Cumbria Crack

Cumberland Infirmary to close sixteen inpatient beds

With more care now being provided out-of-hospital by Integrated Care Communities (ICCs), the North Cumbria Health & Care System is continuing with plans to provide care in the best possible setting, avoiding unnecessary stays in hospital which can have a negative impact on some patients, particularly older people.

Eight ICCs have now been established and ‘hubs’ are in place to coordinate care for people living in the community to either prevent some people from being admitted to hospital in the first place or allowing them to go home earlier by providing what they need to remain independent at home.

Work is now underway to further develop the ICCs beyond integrating health and extending this to social care, primary care, the voluntary sector and everyone in the community working as one team to support the health and wellbeing of local people.

As part of this plan, the number of inpatient beds at the Cumberland Infirmary (CIC) in Carlisle will reduce by 16 from 1 October 2018. The Aspen ward area will instead be utilised as the surgical pre-admission area which is located next to the theatre suite at CIC. This will aim to improve patient experience as the current pre-admission unit is located on the ground floor meaning patients have to walk through the main atrium to reach the operating theatres.

In addition, more elective or planned surgical procedures will be offered at West Cumberland Hospital (WCH) in Whitehaven where, if required to stay overnight, patients will have a single ensuite room. The redevelopment of WCH in October 2015 included the creation of a modern and spacious theatre suite.

There will be no staffing losses as part of this move with North Cumbria University Hospitals NHS Trust (NCUH) continuing to proactively recruit more nursing staff in order to strengthen the workforce.

A further improvement will be the opening of a ‘Therapy’ ward at CIC which will focus on providing dedicated rehabilitation to patients before their discharge from hospital. The team on the ward made up of physiotherapy and occupational therapy staff will work with patients to retain their independence and focus on the most appropriate place for the patient to go to upon discharge.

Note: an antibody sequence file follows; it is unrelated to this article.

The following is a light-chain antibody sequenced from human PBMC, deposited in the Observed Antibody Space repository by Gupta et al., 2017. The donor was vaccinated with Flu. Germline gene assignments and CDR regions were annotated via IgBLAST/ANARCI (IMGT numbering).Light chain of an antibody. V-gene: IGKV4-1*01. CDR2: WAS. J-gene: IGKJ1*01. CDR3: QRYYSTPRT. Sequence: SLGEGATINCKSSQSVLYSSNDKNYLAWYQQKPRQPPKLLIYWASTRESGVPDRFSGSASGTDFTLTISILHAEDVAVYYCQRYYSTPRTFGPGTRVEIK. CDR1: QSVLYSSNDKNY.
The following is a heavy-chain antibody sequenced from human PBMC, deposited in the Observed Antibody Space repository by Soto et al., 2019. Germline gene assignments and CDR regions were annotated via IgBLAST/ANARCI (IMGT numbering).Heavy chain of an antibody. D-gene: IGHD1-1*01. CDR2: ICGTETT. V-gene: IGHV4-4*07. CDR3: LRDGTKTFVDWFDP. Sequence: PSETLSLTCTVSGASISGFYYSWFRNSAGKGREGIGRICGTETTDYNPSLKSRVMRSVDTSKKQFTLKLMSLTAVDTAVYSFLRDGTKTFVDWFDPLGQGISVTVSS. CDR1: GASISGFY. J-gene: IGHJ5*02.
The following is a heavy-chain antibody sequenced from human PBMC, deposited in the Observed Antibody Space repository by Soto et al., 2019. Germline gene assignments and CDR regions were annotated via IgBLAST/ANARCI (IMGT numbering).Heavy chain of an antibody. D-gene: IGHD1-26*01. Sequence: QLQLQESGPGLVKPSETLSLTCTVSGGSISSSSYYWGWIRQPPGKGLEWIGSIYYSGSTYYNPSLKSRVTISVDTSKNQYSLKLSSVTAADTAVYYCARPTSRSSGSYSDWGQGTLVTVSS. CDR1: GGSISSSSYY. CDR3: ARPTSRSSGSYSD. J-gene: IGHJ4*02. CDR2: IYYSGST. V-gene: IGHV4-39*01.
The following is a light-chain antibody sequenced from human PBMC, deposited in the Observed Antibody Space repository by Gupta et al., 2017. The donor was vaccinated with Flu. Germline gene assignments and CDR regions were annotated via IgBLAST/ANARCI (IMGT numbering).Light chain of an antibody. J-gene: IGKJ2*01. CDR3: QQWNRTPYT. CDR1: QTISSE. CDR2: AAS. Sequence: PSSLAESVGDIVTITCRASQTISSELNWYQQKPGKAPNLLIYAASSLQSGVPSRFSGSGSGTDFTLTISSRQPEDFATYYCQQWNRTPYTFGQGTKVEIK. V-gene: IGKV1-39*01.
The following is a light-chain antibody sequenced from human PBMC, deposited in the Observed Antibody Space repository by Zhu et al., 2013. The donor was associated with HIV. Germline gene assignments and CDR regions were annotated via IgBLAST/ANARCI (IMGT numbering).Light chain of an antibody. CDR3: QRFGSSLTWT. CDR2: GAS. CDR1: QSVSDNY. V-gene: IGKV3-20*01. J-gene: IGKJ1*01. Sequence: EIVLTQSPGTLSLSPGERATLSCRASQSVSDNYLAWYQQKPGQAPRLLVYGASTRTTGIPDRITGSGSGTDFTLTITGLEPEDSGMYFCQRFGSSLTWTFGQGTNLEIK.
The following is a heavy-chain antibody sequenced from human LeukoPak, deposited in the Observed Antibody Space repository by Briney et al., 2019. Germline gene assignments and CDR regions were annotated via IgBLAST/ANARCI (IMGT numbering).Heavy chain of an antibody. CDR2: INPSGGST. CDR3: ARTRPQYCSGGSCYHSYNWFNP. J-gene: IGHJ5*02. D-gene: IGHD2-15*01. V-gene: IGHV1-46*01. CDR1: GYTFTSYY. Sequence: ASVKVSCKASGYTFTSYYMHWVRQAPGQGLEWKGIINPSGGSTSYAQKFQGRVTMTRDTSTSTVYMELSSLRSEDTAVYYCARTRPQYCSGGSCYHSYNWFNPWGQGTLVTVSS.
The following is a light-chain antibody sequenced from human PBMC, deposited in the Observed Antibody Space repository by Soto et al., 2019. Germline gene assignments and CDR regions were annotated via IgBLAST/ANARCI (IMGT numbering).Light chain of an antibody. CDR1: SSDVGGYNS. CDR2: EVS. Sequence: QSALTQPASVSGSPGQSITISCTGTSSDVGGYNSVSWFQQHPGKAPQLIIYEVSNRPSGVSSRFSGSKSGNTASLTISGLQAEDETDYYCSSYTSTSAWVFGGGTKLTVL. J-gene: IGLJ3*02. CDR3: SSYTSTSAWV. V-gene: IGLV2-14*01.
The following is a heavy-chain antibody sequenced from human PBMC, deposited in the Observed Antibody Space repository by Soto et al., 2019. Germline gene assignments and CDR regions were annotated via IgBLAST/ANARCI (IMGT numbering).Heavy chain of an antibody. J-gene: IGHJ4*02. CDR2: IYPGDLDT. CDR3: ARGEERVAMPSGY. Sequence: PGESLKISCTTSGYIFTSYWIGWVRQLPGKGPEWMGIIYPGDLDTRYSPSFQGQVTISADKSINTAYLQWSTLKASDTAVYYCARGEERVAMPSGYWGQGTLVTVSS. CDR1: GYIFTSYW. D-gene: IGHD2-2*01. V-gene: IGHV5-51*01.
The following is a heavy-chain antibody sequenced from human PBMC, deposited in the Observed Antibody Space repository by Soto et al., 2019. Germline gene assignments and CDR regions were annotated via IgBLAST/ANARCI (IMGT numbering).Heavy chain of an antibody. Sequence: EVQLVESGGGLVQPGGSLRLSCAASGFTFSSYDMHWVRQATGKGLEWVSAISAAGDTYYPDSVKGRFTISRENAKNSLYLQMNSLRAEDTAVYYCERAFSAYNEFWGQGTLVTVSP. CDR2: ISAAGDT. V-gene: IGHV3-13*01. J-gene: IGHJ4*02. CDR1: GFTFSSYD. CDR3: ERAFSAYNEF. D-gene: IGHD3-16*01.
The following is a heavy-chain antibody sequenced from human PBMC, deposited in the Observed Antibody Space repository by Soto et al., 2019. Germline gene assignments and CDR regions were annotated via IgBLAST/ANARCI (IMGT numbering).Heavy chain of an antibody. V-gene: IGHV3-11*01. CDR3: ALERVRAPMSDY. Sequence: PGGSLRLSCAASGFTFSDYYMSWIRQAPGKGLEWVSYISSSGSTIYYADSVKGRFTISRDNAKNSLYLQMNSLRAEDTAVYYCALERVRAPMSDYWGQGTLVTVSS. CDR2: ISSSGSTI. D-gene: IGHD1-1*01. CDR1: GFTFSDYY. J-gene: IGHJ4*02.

Stephen Eames, chief executive at NCUH and lead for the North Cumbria Health & Care System, said:  “We know that once a patient has had a procedure or has been treated for an acute illness, hospital is no longer the best place for them to be and we have been working together as a system for some time now to address this in north Cumbria.

“With the establishment of the eight ICCs, we feel now is the time to reduce the number of beds we have at the Cumberland Infirmary by a small number and to use the area to improve patient experience when coming in for an surgical procedure by relocating the surgical pre-admission unit. We very much value our surgical nursing team’s expertise and experience therefore we will be pleased to strengthen our nursing team on the main surgical wards.

“The introduction of a therapy ward will aim to improve patient flow through our hospitals and ensure patients who do need a hospital stay are provided with the right levels of rehabilitation and support before they leave hospital.

“I have always been clear that I see West Cumberland Hospital (WCH) as a centre of excellence for planned surgical procedures and I am pleased that this is continuing to progress. The facilities at WCH are fantastic and we want people from across north Cumbria to make use of them where they will receive excellent care in a modern environment with single rooms.

“We are already seeing the advantages of us working together as a health & care system and we will continue to work to improve the way we deliver care to our local communities.”

This website uses cookies to improve your experience. We'll assume you're ok with this, but you can opt-out if you wish. Accept Read More